Having said that, when I first considered teaching long before any certification process was established, I was at a retreat with Jon Kabat Zinn and Saki Santorelli, where Saki began, “to teach mindfulness you need an open mind and a big heart.” He also emphasized the need for a daily practice, formally as well as informally. Regular practice is critical for the moment-to-moment responsiveness to the internal and external experiences and situations that arise at any moment in any class. Also, it is one’s ongoing practice that reflects one’s authority, authenticity, and friendliness as a teacher - which is worth more than knowledge or research. And to that I add, teachers should stay connected with their teacher (if they have one), other teachers or a community of mindfulness practitioners. This is necessary not only to discuss teaching issues, problems, and questions but also their practice. And, their behaviors and attitudes. Developing good ethical and moral conduct is crucially required for teachers. As are honesty and humility - some of us feel the first and last job of anyone who teaches mindfulness should be to make her or himself redundant.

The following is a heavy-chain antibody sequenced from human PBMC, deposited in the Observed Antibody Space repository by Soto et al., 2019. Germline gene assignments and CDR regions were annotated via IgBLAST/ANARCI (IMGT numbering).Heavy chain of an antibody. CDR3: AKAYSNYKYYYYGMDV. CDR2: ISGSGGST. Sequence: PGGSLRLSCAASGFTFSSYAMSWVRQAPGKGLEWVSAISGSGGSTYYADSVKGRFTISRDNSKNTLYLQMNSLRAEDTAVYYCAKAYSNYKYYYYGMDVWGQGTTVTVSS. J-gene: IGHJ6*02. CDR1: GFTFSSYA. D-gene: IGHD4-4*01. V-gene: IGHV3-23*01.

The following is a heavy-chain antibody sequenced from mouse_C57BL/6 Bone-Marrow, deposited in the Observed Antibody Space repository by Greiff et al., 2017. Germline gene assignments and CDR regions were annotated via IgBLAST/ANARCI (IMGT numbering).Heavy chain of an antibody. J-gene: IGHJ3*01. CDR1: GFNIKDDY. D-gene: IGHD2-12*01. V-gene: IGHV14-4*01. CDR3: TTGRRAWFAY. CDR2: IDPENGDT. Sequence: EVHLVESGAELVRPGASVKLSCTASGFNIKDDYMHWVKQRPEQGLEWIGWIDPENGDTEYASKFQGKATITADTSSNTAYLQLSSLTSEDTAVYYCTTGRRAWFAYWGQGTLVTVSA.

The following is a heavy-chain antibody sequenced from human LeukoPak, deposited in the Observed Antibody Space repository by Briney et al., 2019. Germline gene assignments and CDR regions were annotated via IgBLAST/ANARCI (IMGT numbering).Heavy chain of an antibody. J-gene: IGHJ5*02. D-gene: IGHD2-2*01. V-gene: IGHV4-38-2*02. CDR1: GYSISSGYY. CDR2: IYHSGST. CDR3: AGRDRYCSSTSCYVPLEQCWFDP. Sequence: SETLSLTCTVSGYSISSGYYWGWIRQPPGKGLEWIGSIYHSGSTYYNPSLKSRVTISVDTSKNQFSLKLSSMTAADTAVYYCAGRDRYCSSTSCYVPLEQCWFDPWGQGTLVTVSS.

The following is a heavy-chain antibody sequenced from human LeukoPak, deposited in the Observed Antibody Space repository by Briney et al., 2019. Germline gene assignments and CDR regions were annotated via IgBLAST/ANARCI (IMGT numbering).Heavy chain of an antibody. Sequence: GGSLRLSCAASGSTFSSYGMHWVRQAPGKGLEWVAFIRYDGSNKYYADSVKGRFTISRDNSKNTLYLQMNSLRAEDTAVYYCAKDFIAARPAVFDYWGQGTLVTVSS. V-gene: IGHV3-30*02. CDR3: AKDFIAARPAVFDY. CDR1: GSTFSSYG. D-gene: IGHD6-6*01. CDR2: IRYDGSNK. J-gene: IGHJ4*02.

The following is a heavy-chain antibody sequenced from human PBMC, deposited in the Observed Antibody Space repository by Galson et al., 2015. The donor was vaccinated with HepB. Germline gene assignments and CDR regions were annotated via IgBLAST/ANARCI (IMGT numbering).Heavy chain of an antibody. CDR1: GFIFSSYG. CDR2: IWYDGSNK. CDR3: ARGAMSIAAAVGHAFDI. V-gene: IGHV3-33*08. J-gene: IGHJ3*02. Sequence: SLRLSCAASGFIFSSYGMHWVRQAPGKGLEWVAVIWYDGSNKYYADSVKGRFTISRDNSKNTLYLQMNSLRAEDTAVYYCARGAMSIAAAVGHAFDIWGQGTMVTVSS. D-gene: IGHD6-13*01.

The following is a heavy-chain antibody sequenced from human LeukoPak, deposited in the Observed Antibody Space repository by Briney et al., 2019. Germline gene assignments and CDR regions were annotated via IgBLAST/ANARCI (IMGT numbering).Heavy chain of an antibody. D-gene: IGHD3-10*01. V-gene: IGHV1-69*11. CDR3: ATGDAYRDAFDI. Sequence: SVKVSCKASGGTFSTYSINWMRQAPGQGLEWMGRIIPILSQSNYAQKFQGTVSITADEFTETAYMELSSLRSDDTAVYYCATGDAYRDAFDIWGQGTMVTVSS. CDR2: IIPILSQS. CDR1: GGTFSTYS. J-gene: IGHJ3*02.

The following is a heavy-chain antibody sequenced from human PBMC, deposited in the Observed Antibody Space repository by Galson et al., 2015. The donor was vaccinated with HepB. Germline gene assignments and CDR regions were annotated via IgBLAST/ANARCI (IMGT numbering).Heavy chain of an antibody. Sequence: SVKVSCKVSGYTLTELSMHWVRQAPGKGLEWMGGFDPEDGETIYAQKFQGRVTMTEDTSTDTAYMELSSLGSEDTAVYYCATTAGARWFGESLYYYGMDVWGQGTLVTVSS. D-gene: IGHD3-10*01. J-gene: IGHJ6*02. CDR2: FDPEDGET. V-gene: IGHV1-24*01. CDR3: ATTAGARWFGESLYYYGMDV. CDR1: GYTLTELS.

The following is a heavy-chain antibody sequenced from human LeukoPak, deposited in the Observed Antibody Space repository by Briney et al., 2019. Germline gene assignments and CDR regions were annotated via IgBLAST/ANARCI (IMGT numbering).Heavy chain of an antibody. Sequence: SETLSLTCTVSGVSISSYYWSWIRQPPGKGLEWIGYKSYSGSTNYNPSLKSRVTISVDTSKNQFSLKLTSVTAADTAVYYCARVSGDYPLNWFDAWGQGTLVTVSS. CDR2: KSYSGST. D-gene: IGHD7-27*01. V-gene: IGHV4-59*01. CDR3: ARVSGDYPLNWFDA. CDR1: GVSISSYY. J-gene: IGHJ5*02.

Still, to teach mindfulness, as with other professions, it is important to get formal training through a legitimate entity. Some of the training and certifying institutions include UMass CFM, Brown U, UCSD, UCLA, The Centre for Mindfulness Studies (Toronto), the Engaged Mindfulness Institute, Center for Mindful Self-Compassion, and Sounds True’s The Mindfulness Meditation Teacher Certification Program with Jack Kornfield & Tara Brach. There are others with specific teacher training (eg, Mindful Schools), but I am mostly referring to those that train to teach community mindfulness-based programs, such as MBSR, MSC, MBCT.
At the same time, these training programs, while of high quality and integrity, are time and energy-consuming and expensive, making them impractical, if not impossible, for many. On the other hand, these programs may not be necessary if one is not sure exactly where and to whom they will be teaching. Therefore, when asked by those wanting to start teaching what-how they should do, I suggest that they first participate in an MBSR, MSC or similar course. Thereafter, commit to a personal practice while reflecting on their intentions and motivation to teach. And, as stated, stay close to other teachers and practitioners.
when the teacher is ready the students will appear